PNEUMATICS (Gr. pncuma, spirit or breath, air) is the science which treats of the mechanical properties of aeriform fluids, such as their weight, pressure, elasticity, motion. etc. The great representative of the aeriform fluids is the atmosphere. The atmosphere is very frequently called "air," to distinguish it from the others, \Odell are known as "gases." The fact of air having weight, and generally exercising pressure and resistance, was unsuspected by most of the ancients, though they were aware of the latter property in particular cases, from seeing and. feeling the effects of the wind; but the idea that air in a state of rest exerts pressure on a body immersed iu it, never seems to have occurred to them. Aristotle, however, asserted that air had weight, and so did several subsequent philosophers; but the truth of this opinion was not established till the time of Torriceili (q.v.), who not only showed that it had weight and exerted pres sure, but also found the amount off this weight or pressure. See Arstosmilinu. Pascal (q.v.) completed the investigation, and invented the barometer (q.v.). The experiments of these philosophers proved that what is called "suction" is nothing more than an effect of the pressure of the air on one side of a body, unbalanced by an equal pressure of air on the opposite side of it. To this property of air we owe the working of the various kinds of pumps (q.v.), the barometer (q.v ), the siphon, cupping-glass, etc. But the great distinguishing feature of aeriform bodies is the repulsive force which their molecules exercise over each other. and the constant expansion of these bodies when pressure is re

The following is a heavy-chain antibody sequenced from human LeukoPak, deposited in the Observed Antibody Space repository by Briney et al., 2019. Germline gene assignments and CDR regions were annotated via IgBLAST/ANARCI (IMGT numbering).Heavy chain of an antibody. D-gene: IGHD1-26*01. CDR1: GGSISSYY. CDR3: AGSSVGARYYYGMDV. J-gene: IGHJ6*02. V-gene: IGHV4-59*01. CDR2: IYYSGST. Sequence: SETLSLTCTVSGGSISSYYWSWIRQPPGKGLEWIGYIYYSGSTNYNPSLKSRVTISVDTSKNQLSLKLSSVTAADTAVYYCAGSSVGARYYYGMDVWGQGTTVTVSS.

moved, or compression when pressure is increased. The investigation of the expansibility and compressibility of air was carried on by means of the air-pump (q.v.), an invention of Guerieke (q.v.), and soon resulted in the discovery of a law by Boyle (about 1650), and Mariotte (1670), called Hariottc's law, (q.v.), which affirms, that "at a given tem perature the volume of a gas is inversely as the pressure." See GASES. The second great law of tension and pressure is that of Dalton mid Gay-Lussac (1504 which states, that "when the tension remains the same, the density of a gas varies inversely as the temperature"—that is to say, when the temperature is increased by equal increments, the bulk is increased by equal increments. The motion of gases is subject to the same laws with that of liquids, the laws which regulate the motion of liquids depending for their efficacy not on the liquidity, but on the fluidity (see FLUID) of these bodies. The flow of gases in tubes seems to be retarded by friction against the sides, in the same way as that of water is. and the diminished efflux at an orifice shows that the unit wntracta exists for gases as well as for liquids. Abundance of examples and further explanations of the properties of air will be found under such heads as ATMOSPHERE, BALLOON, BAROMETER, DIVING-BELL, MAGDEBURG HEMISPHERES, etc.